The diner who browsed the menu and ordered “fish and chips“ was unlikely to have imagined this wonderful, lucky accident of what could best be described as “whale and chips“.

If you are like me, I’m often surprised when food I’ve ordered is not quite what I was expecting. Sometimes in holiday resorts, there are pictures – often unappealing (with that unappealing quality enhanced by a shiny plastic finish of some kind) of what the meal will be like – helpful if language is a potential barrier. Usually though, there is a description, and from that description we imagine what the meal will be like and then make our decision on what to order.

Alfred Korzybski* in his book “Science and Sanity” written in the 1930s coined the phrase “the map is not the territory“. His thinking was that you have to experience something fully to truly know it; a map (or model) is not enough. Models stand to represent things, but they are not identical to those things.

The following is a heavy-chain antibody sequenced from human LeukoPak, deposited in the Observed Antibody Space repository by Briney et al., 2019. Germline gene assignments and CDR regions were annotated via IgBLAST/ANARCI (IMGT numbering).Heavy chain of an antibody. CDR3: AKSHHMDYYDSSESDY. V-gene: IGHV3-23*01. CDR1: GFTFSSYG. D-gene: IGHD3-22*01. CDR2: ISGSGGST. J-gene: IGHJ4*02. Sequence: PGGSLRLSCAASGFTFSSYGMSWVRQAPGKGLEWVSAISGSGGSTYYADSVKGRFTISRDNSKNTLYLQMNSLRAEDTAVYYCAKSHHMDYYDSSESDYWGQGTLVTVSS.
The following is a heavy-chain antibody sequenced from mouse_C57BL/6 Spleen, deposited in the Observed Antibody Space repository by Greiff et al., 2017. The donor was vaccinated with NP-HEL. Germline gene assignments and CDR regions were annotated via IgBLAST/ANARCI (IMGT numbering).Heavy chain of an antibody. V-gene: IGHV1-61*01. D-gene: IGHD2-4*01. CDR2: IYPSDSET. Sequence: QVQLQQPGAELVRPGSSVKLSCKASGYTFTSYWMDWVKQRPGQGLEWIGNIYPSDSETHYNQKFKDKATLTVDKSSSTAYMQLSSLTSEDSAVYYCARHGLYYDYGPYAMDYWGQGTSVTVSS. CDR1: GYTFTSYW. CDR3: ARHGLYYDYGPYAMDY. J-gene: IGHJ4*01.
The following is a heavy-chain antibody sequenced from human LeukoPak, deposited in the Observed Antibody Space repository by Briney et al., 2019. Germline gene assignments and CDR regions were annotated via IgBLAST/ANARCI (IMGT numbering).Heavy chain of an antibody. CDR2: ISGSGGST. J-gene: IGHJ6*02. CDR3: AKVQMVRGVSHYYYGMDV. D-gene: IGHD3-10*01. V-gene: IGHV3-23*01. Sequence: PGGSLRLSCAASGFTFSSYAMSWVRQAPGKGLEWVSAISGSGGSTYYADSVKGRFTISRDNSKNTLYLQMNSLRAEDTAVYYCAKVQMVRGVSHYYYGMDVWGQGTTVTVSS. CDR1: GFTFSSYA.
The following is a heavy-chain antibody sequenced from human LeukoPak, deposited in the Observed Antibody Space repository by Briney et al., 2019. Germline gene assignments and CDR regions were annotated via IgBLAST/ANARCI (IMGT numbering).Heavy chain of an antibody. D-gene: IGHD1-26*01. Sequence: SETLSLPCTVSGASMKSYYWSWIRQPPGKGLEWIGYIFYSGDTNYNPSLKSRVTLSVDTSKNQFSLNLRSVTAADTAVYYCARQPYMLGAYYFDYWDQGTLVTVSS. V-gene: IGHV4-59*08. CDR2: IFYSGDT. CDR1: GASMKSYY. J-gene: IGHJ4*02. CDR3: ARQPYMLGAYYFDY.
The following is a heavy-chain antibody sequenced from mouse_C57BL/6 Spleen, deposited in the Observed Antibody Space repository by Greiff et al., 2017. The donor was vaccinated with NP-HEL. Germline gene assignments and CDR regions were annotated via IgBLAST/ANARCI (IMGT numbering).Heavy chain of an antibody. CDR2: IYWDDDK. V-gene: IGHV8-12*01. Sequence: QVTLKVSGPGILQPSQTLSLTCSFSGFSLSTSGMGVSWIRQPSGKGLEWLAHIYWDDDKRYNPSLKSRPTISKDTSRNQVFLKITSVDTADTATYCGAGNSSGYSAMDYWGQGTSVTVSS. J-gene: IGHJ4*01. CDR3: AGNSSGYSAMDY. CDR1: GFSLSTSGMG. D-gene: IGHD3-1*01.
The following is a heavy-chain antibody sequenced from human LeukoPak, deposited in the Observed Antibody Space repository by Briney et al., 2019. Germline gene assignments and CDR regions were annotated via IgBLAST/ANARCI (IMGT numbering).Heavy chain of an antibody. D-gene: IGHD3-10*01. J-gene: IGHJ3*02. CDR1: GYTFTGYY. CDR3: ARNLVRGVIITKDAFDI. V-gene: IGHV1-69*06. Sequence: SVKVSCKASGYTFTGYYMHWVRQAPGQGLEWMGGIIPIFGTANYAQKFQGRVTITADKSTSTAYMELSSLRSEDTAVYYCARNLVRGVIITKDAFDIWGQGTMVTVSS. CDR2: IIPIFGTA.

I often speak to my clients about the idea that “all the learning is in the doing“ i.e. the experience is the thing that is paramount and allows us to make true and good decisions. I’m particularly fond of ‘Pilot Projects’ because Pilot Projects never fail… they’re simply a comfortable way of learning through the doing.

* The expression “The map is not the territory” first appeared in print in “A Non-Aristotelian System and Its Necessity for Rigour in Mathematics and Physics”. The paper was reprinted in “Science and Sanity”, Alfred Korzybski 1933

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